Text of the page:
How Do You Know if Your High School Student is College-Ready?
March 30, 2016
Dual enrollment programs, like Cedarville’s College Now, are great ways for your high school (and even middle school) student to get a head start on college courses, and potentially save money on total college costs. But how do you know if your student is ready for college-level work?
As you start to make decisions for your student's next academic year, today's guest contributor, Paula Kordic, Cedarville’s Dual Enrollment Coordinator, gives some practical ideas of what to look for to determine if your student is ready.
If the question posed in the title of this post were not daunting enough, consider that the state of Ohio’s new College Credit Plus program now allows a seventh grader to participate in a dual credit course – as long as the admitting college or university deems the student “college ready.”
So how do you know if your student is “college ready?” Aside from meeting college admissions standards, students who have been successful in Cedarville’s College Now program seem to possess the following personal characteristics:
- Excellent verbal and written communication skills, especially written. Ask yourself: Can my student clearly, coherently, and concisely express thoughts and arguments in writing, or does he or she need more time to develop this essential skill?
- Critically reading and critically thinking at a much higher level than high school classrooms (or middle school classrooms). The amount of reading material required in a rigorous college course can be overwhelming for a dual credit student. Students are asked to participate in small-group discussions based on concepts presented in the reading material. Ask yourself: Can my student thoughtfully participate in a discussion with students already in college who are more practiced at college-level analysis and expression?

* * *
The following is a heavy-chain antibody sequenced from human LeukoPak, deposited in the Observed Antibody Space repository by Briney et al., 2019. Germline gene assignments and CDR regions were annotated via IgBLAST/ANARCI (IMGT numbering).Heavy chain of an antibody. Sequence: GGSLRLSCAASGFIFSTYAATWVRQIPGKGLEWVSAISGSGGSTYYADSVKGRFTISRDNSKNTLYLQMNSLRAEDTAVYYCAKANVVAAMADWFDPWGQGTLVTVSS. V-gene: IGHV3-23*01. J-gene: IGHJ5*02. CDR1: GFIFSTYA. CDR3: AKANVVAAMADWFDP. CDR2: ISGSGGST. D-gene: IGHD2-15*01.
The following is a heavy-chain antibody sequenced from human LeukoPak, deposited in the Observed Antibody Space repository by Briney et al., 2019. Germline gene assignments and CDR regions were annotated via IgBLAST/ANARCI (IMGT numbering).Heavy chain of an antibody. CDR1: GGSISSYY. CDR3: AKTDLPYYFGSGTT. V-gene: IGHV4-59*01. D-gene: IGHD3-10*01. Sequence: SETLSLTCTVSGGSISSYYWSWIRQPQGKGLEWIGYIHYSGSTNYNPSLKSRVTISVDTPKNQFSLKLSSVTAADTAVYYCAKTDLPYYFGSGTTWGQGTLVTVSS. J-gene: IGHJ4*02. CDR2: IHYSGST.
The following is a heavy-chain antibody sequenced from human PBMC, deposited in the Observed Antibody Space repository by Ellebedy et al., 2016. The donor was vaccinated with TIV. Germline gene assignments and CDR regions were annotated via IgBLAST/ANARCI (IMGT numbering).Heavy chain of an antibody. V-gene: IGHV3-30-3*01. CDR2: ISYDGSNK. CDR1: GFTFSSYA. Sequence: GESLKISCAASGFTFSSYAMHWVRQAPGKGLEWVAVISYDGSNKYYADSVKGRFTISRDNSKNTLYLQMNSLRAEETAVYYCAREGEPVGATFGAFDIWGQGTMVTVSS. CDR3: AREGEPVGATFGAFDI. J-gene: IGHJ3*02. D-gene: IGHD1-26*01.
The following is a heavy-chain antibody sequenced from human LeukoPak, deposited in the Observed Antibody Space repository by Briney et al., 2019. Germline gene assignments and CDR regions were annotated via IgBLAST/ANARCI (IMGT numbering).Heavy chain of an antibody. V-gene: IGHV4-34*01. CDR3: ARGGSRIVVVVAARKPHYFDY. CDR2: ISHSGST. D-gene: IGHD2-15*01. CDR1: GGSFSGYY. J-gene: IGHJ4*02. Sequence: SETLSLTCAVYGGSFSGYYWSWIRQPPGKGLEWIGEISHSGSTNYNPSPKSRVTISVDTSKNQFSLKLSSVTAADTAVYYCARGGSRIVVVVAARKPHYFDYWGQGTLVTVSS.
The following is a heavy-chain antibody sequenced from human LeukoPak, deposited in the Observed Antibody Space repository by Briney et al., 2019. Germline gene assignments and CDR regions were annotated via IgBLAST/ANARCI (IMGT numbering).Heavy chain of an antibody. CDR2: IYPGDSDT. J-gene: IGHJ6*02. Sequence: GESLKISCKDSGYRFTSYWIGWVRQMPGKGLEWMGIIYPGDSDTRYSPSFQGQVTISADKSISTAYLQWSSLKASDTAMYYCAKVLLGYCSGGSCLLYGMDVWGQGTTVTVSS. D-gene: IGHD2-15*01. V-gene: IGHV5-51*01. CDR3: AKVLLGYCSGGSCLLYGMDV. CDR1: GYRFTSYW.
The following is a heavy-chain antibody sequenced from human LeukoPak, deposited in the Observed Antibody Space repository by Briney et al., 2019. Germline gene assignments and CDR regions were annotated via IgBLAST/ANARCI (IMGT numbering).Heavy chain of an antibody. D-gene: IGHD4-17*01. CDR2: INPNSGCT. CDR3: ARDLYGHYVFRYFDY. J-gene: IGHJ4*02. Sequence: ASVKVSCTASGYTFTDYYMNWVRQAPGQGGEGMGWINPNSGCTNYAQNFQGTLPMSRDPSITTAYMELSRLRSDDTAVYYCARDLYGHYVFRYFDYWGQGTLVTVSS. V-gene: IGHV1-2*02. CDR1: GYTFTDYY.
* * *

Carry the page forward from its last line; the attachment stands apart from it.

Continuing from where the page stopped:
- All the “self” words: self-discipline, self-direction, self-awareness, self-confidence. The college-ready student is able to succeed with less direction and less intervention from instructors (and parents). Ask yourself: Does my student successfully organize and juggle his or her current activities without my constant checking, or does my student mostly rely on me for organization, direction, and problem solving? Another important question: Does my student have the confidence and maturity to interact with a college professor or college adviser when confronted with problems, or will they need my help?
- Tenacity with a capital T. Ask yourself: When the reality of being a dual credit learner settles in – pushing through a tough assignment late at night, experiencing a first low grade, or having to choose to study for his or her college course over something more pleasurable – will my student want to quit or persevere to a successful end?
For additional helpful thoughts on this topic, I recommend "Soft Skills, Strong Success: Fifteen Skills for College Readiness" by Vickie Nelson.